Corporate Social Responsibility in the Digital Age

Corporate Social Responsibility in the Digital Age

Anitha Acharya (Department of Marketing and Strategy, ICFAI Business School (IBS), Hyderabad, India)
DOI: 10.4018/978-1-7998-3201-0.ch015
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Abstract

This chapter is about corporate social responsibility. Corporate social responsibility is defined as the actions and decisions taken for reasons at least partly away from the company's direct technical or economic interest. This chapter highlights the definition of corporate social responsibility, the objectives of corporate social responsibility, the benefits of corporate social responsibility, and the limitations of corporate social responsibility. The chapter concludes with some of the best practices.
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Introduction

The ways companies interact with individuals have changed dramatically due to web based social media. At present companies are entering into virtual corporate social responsibility (hereafter CSR) dialogs where technologies like social media are used to ensure that the stakeholders can design and instrument CSR activities with the company. The main objective of firms’ CSR efforts is to ensure that their reputation is maintained through well documented communicative practices (Aguinis & Glavas, 2012; Servaes & Tamayo, 2013). Social media is used by companies as a source of information dissemination since it takes less time to reach a greater audience with minimum cost. According to Cowen (2012) social media is being used by companies to communicate their messages and to establish a strong relationship with the various stakeholders, by doing that it helps companies to develop a competitive advantage in today’s digital age. A survey conducted by SMI-Wizness Social Media Sustainability Index 2011, the results revealed that more than 287 prominent companies are using social media to communicate their messages and majority of the companies have their own blog, youtube channel that is committed to sustainability (Tetrevova, Patak & Kyrylenko, 2019; Du, Bhattacharya & Sen, 2010).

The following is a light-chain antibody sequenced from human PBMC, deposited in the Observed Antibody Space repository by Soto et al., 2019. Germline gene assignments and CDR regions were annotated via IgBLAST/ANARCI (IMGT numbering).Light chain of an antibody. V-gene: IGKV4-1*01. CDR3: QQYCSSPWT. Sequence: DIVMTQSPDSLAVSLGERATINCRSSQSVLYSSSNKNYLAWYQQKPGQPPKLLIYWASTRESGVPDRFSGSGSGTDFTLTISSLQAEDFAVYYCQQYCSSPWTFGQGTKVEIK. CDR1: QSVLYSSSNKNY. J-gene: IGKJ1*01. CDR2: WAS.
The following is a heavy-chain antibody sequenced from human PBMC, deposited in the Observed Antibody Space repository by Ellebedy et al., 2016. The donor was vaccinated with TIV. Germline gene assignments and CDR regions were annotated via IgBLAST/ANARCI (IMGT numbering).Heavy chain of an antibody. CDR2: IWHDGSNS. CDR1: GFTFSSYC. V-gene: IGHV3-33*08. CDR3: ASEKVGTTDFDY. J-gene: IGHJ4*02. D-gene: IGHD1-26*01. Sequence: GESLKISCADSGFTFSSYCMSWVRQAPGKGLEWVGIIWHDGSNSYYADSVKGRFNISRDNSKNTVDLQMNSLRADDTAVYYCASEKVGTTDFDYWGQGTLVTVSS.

During the last two decades concerns about corporate social responsibility (CSR) have grown significantly. CSR is a circumstance where firm goes beyond compliance and engages in act that benefits the society (Cortado & Chalmeta, 2016; Lee, Oh, & Kim, 2013). The government officially recognized that the environment, employees, and consumers as official stakeholders of national public policy. Accordingly, company executives had to fulfill their obligations and their commitments to an expanding group demanding both legal and ethical rights (Porter & Kramer, 2006; McWilliams & Siegel, 2001).

Media, Activists, and the Governments have become expert at making companies liable for their activities which has social consequences (Kesavan, Bernacchi, & Mascarenhas, 2013; Boyd, McGarry & Clarke, 2016). The rankings given by rating agencies on the performance of their corporate social responsibility (CSR) on the methodologies adopted by them are often questioned. Hence business leaders across each country are giving CSR a top priority (McWilliams, Siegel, & Wright, 2006; Cochran & Wood, 1984; Jamali, & Neville, 2011). Some companies have already taken a lot of precautions to improve the environmental and social consequences of their activities, even then their efforts have not fetched them much results because of two reasons. First, the business is pit against the society even though they are interdependent. Secondly, they force companies to think about CSR in accordance with their firm strategies. The current path to CSR are very disconnected and fragmented from strategy and business as to ambiguous many of the greatest opportunities for companies to benefit society (Carroll, 1999; McGuire, Sundgren, & Schneeweis, 1988). If companies evaluate their prospects for social responsibility using the same frameworks that guide their core business choices, they would act as a source of competitive advantage (Matten, & Moon, 2008; Carroll & Shabana, 2010; Lee, 2008; Rahman, Castka, & Love, 2019).

Key Terms in this Chapter

Profits: Financial gain.

Ethics: Right principles that govern a person's behavior.

Greenwashing: Is the practice of making misleading claim about the environmental benefits of a product or service.

Corporate Social Responsibility: How companies handle their business processes to ensure a positive impact on society.

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